Obama and the Teleprompter

First, Barack Obama is the probable nominee because he is a great communicator. In oratory and rhetoric. I even named him the Top Communicator of 2006, and look where speaking got him!

But why doesn’t he learn to use the teleprompter well? A mystery.

In an earlier post I was roundly criticized because I didn’t give him a 10 out of 10 for his famous speech after his Iowa primary victory. He was good, but not great – purely because he looked at his teleprompter paddles for 4 to 5 seconds each, head going back and forth like a metronome. I would have thought he would have learned by now, but no. So I’m posting on it, because it’s not hard to use teleprompters well.

So here after his North Carolina speech, you can literally see him with no teleprompter, reading a script for 35 seconds before the prompter kicks in. And then his eyes almost light up at 38 seconds, and teleprompter gaze locks on as he goes into his 4 second metronome routine.

Now this is not a major communication flaw with him, as he is outstanding at oratorical flourish and inspirational words and vocal rhythm. And he is learning fast to be spontaneous and humorous. He’s an impressive communicator – witness his success. In comparison to John McCain – well, there is not much. (Here’s John McCain using the Teleprompter – much worse in one of the early primaries. Here he is using one through the lens prompter paddle, where Obama always uses two paddles. But McCain has been told, and has learned and now reads his speeches usually, and stiffly.)

It is also true that not that many people care about Obama’s teleprompter stiffness. I’ve mentioned it to dozens and they don’t even notice! But I do think at the unconscious level people do notice, and it takes away from smooth, natural and confident impact.

So if you know Barack – tell him there’s a solution: as follows…

Here’s the solution to Teleprompter Gaze Stiffness:

Simply put, have five focal points when you have two prompter paddles – and three focal points when you have one prompter paddle (or through the lens prompter.) In Obama’s two paddle situation, he has the two paddles for two focal points, the third focal point is centered between the two paddles, and the other two focal points are to the far left and far right of the paddles. Then he just learns to pick up his sentences by reading at the paddles for a few seconds, and gaze at the other focal points as he finishes the sentence, and goes back to the paddle to pick up the next sentence or two.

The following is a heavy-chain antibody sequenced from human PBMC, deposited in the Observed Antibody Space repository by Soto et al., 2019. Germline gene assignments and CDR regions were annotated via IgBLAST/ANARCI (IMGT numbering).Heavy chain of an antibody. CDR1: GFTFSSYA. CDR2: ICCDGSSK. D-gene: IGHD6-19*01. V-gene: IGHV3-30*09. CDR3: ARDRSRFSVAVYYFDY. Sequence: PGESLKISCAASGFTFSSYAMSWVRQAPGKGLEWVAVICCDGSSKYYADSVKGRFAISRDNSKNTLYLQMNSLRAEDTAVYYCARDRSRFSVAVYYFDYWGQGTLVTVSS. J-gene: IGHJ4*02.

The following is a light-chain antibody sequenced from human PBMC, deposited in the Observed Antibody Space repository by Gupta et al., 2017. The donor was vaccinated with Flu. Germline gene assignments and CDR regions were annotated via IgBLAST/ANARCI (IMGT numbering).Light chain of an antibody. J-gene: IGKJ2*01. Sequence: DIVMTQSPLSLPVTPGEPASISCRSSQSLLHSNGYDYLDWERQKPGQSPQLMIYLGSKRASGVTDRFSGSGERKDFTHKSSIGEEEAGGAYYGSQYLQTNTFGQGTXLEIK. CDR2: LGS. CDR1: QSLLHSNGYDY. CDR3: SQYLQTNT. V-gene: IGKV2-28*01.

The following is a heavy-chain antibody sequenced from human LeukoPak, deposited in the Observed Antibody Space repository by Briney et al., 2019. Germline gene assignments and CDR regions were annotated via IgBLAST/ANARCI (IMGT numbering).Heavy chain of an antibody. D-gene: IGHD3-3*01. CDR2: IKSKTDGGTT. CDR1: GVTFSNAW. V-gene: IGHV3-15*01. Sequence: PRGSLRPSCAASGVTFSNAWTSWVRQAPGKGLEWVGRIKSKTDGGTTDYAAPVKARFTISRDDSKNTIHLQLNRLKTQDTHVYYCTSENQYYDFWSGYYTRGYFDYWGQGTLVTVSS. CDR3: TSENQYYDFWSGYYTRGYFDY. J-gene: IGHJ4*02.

Don’t mean to get to detailed in Teleprompter Training, but it’s not very difficult to learn it – takes very little practice. And once done, you can ‘appear’ to be speaking to the entire audience – not just stiffly reading and moving your head from side to side – 4 seconds by 4 seconds.

Watch Obama at his next speech. It will be 4×4 – until he learns. And I have a hunch he will learn.

If you want more info on the detail of using Teleprompters, you might pick up The Teleprompter Manual by Laurie Brown. It’s good, although I think she should have emphasized the ‘focal point’ issue much more. That’s where the rubber meets the road in using teleprompters well.

But – better yet not to use them at all. Learn to use notes, be spontaneous, and don’t read speeches. Just last week I had a client who was told he had to use a teleprompter for a major speech, and he complied – against his wishes. The teleprompter operator lost control, he got off track and distracted, and said “Never again!” to teleprompters.

8 comments on “Obama and the Teleprompter

  1. The fact that he had such a huge task during his campaign, it should have been enough to make anyone buckle. However, Obama faced his audiences with confidence that had amazed the people. With self-disciplined focus, he talked about his plans to bring about Hope and Change to the country. Without the help from video production facilities, people realized that it must have been the magic of the man himself.